Is this new Isa really better than a pension?

savings

The Government's latest savings product, the Lifetime Isa, is launching in April. But is it better than a pension? The"Lisa" - an Isa that works in much the same way as a pension - is one of the most controversial financial vehicles to be launched in decades.

Critics claim ordinary savers will be confused, stung by hidden exit penalties and likely to give up valuable employer pension contributions.

The Lisa is a long-term saving product, locking up cash until the saver buys their first home or takes the pot as a pension. Any contributions are boosted by a government bonus, but unlike a pension, it is not eligible for employer contributions.

For first-time buyers, the Lisa is far better than the Help to Buy Isa, which is being phased out by 2019 and has been beset by problems.

For the self-employed, who do not get workplace pensions, there is obvious appeal. But with the standard cash or stocks-and-shares Isa allowance rising to £20,000 as the Lisa launches, is it worth other groups investing significant sums?

How the Lifetime Isa works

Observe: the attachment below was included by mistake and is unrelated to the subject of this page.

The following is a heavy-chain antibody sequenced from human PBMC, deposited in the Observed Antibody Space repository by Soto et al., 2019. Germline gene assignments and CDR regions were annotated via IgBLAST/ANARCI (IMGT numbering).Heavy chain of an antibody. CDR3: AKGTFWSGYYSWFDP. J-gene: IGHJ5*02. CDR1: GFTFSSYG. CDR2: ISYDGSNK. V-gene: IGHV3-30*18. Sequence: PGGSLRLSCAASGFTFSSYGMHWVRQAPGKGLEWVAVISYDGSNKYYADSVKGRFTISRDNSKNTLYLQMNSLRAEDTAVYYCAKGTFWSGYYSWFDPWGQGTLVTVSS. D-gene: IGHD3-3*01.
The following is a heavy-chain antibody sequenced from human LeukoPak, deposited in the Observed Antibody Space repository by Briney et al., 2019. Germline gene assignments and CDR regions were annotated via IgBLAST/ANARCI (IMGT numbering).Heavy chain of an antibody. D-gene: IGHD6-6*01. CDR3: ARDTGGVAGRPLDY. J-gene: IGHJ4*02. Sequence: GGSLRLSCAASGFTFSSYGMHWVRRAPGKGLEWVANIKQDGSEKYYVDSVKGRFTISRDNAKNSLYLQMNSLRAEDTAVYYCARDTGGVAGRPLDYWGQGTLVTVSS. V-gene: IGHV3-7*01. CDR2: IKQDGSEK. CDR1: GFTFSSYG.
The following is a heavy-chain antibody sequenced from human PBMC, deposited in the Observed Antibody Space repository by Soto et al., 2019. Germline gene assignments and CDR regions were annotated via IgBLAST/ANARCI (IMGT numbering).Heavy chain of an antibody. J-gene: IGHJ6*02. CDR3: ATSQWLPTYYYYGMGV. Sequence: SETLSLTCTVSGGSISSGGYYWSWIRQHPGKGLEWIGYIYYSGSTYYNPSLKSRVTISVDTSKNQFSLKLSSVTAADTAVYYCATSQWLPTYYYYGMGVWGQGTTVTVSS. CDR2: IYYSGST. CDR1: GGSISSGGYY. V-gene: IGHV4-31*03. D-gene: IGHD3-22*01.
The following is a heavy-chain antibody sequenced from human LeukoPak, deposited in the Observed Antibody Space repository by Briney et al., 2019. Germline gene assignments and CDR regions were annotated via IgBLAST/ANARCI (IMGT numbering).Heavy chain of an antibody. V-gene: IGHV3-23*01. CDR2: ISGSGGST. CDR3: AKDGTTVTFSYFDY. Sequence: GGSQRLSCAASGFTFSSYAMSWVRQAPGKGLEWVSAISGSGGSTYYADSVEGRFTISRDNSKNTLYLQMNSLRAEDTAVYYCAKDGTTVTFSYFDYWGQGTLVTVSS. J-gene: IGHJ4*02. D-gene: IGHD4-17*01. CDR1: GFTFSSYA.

To be eligible you must be over 18 and under 40 - anyone born before 7 April 1977 is excluded. Contributions receive a 25pc government bonus on any sum up to £4,000 a year - making a total maximum annual investment of £5,000. This continues until 50.

After this age no further contributions can be made, and the Lisa pot will only grow because of investment returns. As with all Isas, contributions are made out of post-tax income but returns and withdrawals are tax-free.

Withdrawals are penalty-free to buy a first property, at age 60, or because of terminal illness. Anyone wanting their money early for any other reason will pay a 25pc penalty. This may look like the Treasury simply taking back the bonus it paid but that is not the case.

The 25pc penalty comes off the entire value of your savings, including your contribution and any investment growth. It's a 6.25pc cut in your original investment - the only time the exit penalty does not apply is 2016/17, due to an administrative quirk.